First Word from the Khutzeymateen

Ok, so technically, this blog post is more about the drive to the Khutzeymateen rather than my time in the Khutz.  In fact, it's about my incredibly serendipitous first-and-only encounter ever with a mainland white kermode bear! 

I know it's hard for most of you to believe that the guy who's posted wild wolf, wolverine, lynx and cougar shots over the past few years could possibly find something as dull as a white black bear, but I figured I'd start off my Khutzeymateen stories with a pic or two of a spirit bear versus a boatload of pics of grizzlies doing boring stuff like fighting and mating.  Hope you're all ok with that....

When I left for my trip to the Khutzeymateen on May 5th, I purposefully scheduled in three days before my boat trip to explore the Smithers/Terrace/Stewart/Prince Rupert/Kitimat area in north-central British Columbia (a vast swath of wilderness interrupted by the occasional logging road or rural small town) to search for my first mainland kermode bear.  I quickly discovered that it's not quite like going on my Spirit Bear Photography Tour in the Great Bear Rainforest, where often, one simply shows up and waits until a white bear appears.  That trip costs big bucks because of the probability that you will be able to find a white bear; one in every five to ten black bears there is white, thanks to a double recessive gene -- by contrast, exploring the area I was in on the mainland is much more of a crapshoot, where only one in forty or fifty is white.

So the question became, could I find the forty to fifty black bears that would give me the odds of finding one that was white? 

The first few days didn't look good.  Just eight bears, all black. I couldn't even track down any good rumours of white bears, let alone sightings. A few people had seen one "in 2006" or "three years ago down that logging road," but no one had spotted one in the Spring of 2012.

I determined that part of the problem was that these bears were wild, really wild.  Where bears back home in the Rockies often saunter out to the roadsides and have a good feed while a rodeo circus evolves on the pavement beside them, the black bears I was seeing were taking off like a man on fire ever time a vehicle came along.  It wasn't just a casual stroll back into the woods, but rather a panicked fleeing befitting an animal that gets hunted regularly in this part of Canada.

As such, I had just about given up by my third day of searching.  I had decided it was time to head to Prince Rupert to get on with the Khutzeymateen trip, but convinced myself to take one last drive before hitting the pavement again.  And of course, that's when the magic happened.

Driving down a bumpy logging road in the middle of nowhere, I caught a glimpse of something white-ish over a little hill.  I slowed down as quickly and quietly as I could and glanced back.

To my astonishment, a beautiful white bear stood there on a small grassy knoll staring intently at me as if getting ready to run.  In a second I had my lens out of my sunroof and was twisted into position like a pretzel, "Tffttttttttttttttttttttttttttttttttttttttttttttttttttttt!" My motor drive banged off quick nine shots in a second and a half, before 'POOF!', the bear vanished down the hill into the forest.

A white kermode bear eyes me warily seconds before disappearing into the forest down the hill

I sat there for a minute, still not even sure I'd just seen what I'd seen. Had that been a kermode, a white bear?  And had I captured it in that flurry of action?  The back of my camera answered both questions for me; it had indeed been a white bear, and I'd definitely nailed the shot!  I had a wave of exhilaration go over me, followed by about fifty whoa-I-can't-believe-that's.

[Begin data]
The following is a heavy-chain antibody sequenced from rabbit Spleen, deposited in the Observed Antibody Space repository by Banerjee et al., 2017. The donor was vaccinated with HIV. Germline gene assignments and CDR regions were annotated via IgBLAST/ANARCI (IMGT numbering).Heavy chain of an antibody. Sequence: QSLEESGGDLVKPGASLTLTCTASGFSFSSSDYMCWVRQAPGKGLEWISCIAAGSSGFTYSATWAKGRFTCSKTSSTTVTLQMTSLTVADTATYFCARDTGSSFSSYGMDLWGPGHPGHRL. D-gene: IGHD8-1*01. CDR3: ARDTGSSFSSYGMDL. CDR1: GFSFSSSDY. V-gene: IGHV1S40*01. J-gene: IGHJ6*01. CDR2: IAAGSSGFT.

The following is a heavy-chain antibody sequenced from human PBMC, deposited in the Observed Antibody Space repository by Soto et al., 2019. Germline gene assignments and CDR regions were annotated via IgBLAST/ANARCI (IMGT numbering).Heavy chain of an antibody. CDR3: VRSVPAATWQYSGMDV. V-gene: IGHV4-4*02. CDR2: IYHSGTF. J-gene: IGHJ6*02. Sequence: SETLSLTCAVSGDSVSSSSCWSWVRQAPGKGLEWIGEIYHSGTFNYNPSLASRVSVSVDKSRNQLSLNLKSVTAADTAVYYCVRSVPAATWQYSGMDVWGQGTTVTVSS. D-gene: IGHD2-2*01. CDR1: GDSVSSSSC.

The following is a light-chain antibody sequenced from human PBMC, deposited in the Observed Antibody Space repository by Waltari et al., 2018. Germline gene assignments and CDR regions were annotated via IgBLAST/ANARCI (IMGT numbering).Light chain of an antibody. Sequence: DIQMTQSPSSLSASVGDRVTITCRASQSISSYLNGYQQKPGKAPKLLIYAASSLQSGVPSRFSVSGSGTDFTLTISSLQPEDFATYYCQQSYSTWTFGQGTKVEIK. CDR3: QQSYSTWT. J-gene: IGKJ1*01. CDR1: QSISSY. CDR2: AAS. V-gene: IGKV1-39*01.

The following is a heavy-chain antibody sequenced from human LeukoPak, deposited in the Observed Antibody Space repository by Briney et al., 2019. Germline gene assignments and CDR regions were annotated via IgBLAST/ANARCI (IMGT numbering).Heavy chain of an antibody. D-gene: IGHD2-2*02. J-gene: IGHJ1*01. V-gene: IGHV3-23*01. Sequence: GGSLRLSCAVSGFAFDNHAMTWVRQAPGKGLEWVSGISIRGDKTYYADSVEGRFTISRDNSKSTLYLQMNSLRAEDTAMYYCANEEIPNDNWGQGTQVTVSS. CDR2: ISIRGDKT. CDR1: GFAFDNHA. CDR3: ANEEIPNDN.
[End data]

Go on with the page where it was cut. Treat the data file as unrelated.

For the next few hours I drove and hiked back in forth in the area hoping for another glimpse, while also somewhat reluctantly acknowledging that my presence there was probably stopping the bear from feeding roadside on the only fresh greenery in the area.  Long before the hours of golden light, I left the area so the bear could feed again.

I didn't return to that spot until after my Khutzeymateen trip concluded on the morning of the 16th.  I scoured that road up and down and sideways, but could find no trace of my beautiful white bear.  I did find a whopping 53 different black bears over the course of four days, but never did see another kermode.

In honour of a special friend of mine that's battling cancer right now, I've decided that I am going to auction off a signed 16x24 unframed print of this white bear image to the highest bidder to help raise funds for him.  If you're interested in bidding, please visit the auction site on Facebook at If you're not a member of Facebook, yet want to bid on the photo, you can still look at all of the items up for bid and email the auction privately at to put in a bid.  Bidding currently concludes tomorrow (Friday) at 5 pm MST, though there is a chance we'll be extending it to Monday evening due to the recent surge of donations and bidding activity.

I've also donated a full day in the field with me as a bidding item.  Just you and me, one-on-one, in the field in Banff looking for creatures and scenics from dawn to dusk.  What's that worth to you?  You can check it out here for more details.  And there are a ton of other great items up for bid, including ski passes for Panorama in BC, a golf package in Canmore, handmade furniture, greeting cards, coffee table books, yoga packages, and 90+ more items!

Stay tuned for more Khutzeymateen photos in the days to come and thank you to everyone for all of your support over the years, I really appreciate it.

Happy shooting!


Labels: , ,